Yesterday had dawned like any other weekday. Morning tantrums from my six year old who assured me that he needed at least another hour of sleep to get his energy back, coercing him to eat, getting him ready and sighing in relief after watching him go to school.
His school is at a distance of eight kilometers from my place. As the school bus is often crowded, we prefer to drop him ourselves to school. My husband drops him at school on his way to office and I pick him up in the afternoon. As I am not an expert in driving through the unruly traffic of Bangalore, I prefer to travel by auto rickshaw.
While I was getting ready to go and pick him up from school, our apartment security came to inform us that water would not be available from twelve to two o’ clock owing to the cleaning works going on. I stored up water but didn’t have time to finish cooking lunch. The lazy ‘me’, rejoiced at the chance and I decided to enjoy a lunch outing with my son at our favorite restaurant. Trust me, I never let go of such golden opportunities.
We took an auto from the lane near the school. My son was excited as at the restaurant he got two scoops of ice cream always. He didn’t know that they charged almost six times more than the lowly ice cream from our local ice cream vendor.
In the excitement of eating ice cream, getting down from the auto, he began to rush off towards the restaurant and I hurried along. We had a sumptuous lunch relaxing in the cool interior of the hotel and after paying our bill when I got up, two things struck me at once.
One, with that amount of money, I could have bought minimum three best-sellers from Indian authors.
Two, something was missing… *groan*… my son’s school bag.
I asked my grey cells to work and remembered that he had kept it in the back of our seat in the auto. Usually I keep it on my lap. It was surely lost now, gone, perhaps, forever.
All now depended on tracing the auto rickshaw. Though it seemed like a futile attempt, I went back to the school premises and talked with the regular auto drivers there in my best Kannada. They told me in their best English that –“No-madam...he no here,” after I described his looks.
Though I am bad at recalling faces, this auto driver was not difficult to recall. He was a man who was a Swamy, one who was taking the mandatory fasting to visit the holy shrine of Ayyappa at Sabarimala. Dressed all in black, he had liberally smeared the bhasma over his forehead, wore a rudraksha chain and had a bindi made of concentric circles of sandal paste and red kum
I had given up all hopes of getting the bag back when at 9.30, the auto driver called on my husband’s mobile. He had got the number from the school diary that was inside the bag. As my son had deposited the bag on the back of the seat, he had not seen it until then. My husband asked where he stayed and he said he was from Peenya, a good 20 km distance from our place. He assured my husband that he would bring it next morning at 8.30 near the school premises.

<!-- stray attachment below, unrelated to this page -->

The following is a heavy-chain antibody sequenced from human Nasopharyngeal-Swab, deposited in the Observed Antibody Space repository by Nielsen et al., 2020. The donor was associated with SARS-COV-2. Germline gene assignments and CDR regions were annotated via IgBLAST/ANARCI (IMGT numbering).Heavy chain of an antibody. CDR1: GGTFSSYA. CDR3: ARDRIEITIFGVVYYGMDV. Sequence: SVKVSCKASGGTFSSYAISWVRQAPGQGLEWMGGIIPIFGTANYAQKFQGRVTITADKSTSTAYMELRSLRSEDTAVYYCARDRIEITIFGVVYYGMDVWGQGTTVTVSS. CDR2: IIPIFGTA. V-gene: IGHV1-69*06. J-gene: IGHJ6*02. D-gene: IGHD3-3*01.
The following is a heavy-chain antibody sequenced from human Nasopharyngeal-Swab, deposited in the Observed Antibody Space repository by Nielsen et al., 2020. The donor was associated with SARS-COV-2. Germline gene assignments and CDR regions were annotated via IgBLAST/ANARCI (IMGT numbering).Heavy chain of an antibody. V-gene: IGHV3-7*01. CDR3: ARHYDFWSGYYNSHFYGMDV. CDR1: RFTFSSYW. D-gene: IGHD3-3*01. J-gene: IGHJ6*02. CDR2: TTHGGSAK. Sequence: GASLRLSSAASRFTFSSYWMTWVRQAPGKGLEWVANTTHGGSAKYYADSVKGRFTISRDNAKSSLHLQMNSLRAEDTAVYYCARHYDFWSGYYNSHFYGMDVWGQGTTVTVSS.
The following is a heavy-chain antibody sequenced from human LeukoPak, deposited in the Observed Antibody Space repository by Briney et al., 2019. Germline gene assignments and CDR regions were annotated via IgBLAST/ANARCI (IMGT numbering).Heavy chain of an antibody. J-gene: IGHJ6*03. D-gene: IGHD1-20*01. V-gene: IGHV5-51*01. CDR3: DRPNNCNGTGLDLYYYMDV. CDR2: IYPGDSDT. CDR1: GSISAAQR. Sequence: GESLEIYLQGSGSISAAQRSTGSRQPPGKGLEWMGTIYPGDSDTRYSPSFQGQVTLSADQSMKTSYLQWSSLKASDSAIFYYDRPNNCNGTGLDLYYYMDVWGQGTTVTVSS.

As promised, today morning, he drove all the way from Peenya to JP Nagar to return the bag. He refused to charge any money and then on my husband’s insistence, asked us to give some change. The meter charge for the distance travelled itself would have been more than 250 rupees. But we made him accept 500 Rs, which he was reluctant to take, as he had braved the rush hour morning traffic just to come all the way to return the bag.
Thank you unknown auto driver, we forgot to even ask your name in the morning rush.
If he had just disposed off the bag, we would have been in big trouble. The school term was near the end and to get the textbooks and notebooks ready for the annual assessment would have been tiring and an almost uphill task.
As one of my friends commented on my status about it on Facebook, I had indeed experienced the glimpse of a living God. Such good acts without expecting anything in return is what brings us closer to the divine.
This particular incident also convinced me that belief in positivity is beneficial. We do attract the things that we experience in life. I have heard many friends complaining about auto drivers. To tell the truth, an auto is my favorite mode of transport in Bangalore and I have come across only good auto wallas here.
We often forget that they are service providers and instead treat them like scum, cheaters and haggle for hours to save a few rupees. We would not mind spending thrice the usual amount on popcorn at a multiplex or on food while eating out at our favorite restaurant.
If we are stranded at a place and an auto wala comes there then, instead of being grateful for their help, we shout at them once we reach our destination, haggling for a single rupee.
They are making a living just like you. Be considerate. We often forget to look at the bigger picture and become the worst sort of individuals. What goes always comes around.
It is often little acts of kindness, which bring sunshine into our world.